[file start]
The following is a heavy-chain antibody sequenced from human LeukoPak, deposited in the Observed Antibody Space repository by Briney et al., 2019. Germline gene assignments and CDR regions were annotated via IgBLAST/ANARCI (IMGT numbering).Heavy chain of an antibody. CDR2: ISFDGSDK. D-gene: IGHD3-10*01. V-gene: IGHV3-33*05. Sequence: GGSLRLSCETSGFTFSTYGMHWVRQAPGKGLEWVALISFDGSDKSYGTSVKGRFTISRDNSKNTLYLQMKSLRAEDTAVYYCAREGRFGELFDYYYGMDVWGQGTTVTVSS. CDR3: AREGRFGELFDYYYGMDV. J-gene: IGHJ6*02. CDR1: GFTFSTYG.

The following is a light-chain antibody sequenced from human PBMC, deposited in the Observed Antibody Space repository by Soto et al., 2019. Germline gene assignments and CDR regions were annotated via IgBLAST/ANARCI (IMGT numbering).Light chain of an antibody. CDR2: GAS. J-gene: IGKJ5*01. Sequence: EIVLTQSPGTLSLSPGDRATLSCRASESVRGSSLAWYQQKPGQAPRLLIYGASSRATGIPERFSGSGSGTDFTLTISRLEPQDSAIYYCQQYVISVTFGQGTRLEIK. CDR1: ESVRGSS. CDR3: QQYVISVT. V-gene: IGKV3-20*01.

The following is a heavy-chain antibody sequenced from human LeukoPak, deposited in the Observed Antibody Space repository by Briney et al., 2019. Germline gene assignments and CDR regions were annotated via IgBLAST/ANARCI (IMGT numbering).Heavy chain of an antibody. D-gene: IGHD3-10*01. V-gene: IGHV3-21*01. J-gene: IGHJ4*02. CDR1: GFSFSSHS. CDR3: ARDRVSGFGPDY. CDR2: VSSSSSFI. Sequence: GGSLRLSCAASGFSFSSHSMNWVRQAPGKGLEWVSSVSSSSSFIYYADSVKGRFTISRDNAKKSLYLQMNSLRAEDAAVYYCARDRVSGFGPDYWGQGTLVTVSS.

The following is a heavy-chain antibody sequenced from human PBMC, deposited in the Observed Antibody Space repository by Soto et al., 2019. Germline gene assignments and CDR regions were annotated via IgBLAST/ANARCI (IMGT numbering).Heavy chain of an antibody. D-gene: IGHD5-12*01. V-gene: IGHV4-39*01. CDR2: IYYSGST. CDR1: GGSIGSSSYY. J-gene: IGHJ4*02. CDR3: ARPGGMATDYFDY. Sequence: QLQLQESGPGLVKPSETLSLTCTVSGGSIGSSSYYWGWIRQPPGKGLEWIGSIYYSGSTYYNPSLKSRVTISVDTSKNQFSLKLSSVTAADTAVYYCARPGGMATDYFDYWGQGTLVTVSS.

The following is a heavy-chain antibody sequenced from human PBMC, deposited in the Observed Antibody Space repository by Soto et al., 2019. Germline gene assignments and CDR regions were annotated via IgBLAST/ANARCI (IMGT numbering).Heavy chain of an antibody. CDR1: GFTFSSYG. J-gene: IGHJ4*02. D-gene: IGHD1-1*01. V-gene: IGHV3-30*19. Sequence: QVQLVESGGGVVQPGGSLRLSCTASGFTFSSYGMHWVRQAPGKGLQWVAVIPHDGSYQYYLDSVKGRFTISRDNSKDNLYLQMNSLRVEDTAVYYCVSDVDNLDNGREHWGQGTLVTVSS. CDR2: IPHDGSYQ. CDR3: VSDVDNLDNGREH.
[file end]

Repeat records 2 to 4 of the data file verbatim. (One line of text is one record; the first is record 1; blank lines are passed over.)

The following is a light-chain antibody sequenced from human PBMC, deposited in the Observed Antibody Space repository by Soto et al., 2019. Germline gene assignments and CDR regions were annotated via IgBLAST/ANARCI (IMGT numbering).Light chain of an antibody. CDR2: GAS. J-gene: IGKJ5*01. Sequence: EIVLTQSPGTLSLSPGDRATLSCRASESVRGSSLAWYQQKPGQAPRLLIYGASSRATGIPERFSGSGSGTDFTLTISRLEPQDSAIYYCQQYVISVTFGQGTRLEIK. CDR1: ESVRGSS. CDR3: QQYVISVT. V-gene: IGKV3-20*01.

The following is a heavy-chain antibody sequenced from human LeukoPak, deposited in the Observed Antibody Space repository by Briney et al., 2019. Germline gene assignments and CDR regions were annotated via IgBLAST/ANARCI (IMGT numbering).Heavy chain of an antibody. D-gene: IGHD3-10*01. V-gene: IGHV3-21*01. J-gene: IGHJ4*02. CDR1: GFSFSSHS. CDR3: ARDRVSGFGPDY. CDR2: VSSSSSFI. Sequence: GGSLRLSCAASGFSFSSHSMNWVRQAPGKGLEWVSSVSSSSSFIYYADSVKGRFTISRDNAKKSLYLQMNSLRAEDAAVYYCARDRVSGFGPDYWGQGTLVTVSS.

The following is a heavy-chain antibody sequenced from human PBMC, deposited in the Observed Antibody Space repository by Soto et al., 2019. Germline gene assignments and CDR regions were annotated via IgBLAST/ANARCI (IMGT numbering).Heavy chain of an antibody. D-gene: IGHD5-12*01. V-gene: IGHV4-39*01. CDR2: IYYSGST. CDR1: GGSIGSSSYY. J-gene: IGHJ4*02. CDR3: ARPGGMATDYFDY. Sequence: QLQLQESGPGLVKPSETLSLTCTVSGGSIGSSSYYWGWIRQPPGKGLEWIGSIYYSGSTYYNPSLKSRVTISVDTSKNQFSLKLSSVTAADTAVYYCARPGGMATDYFDYWGQGTLVTVSS.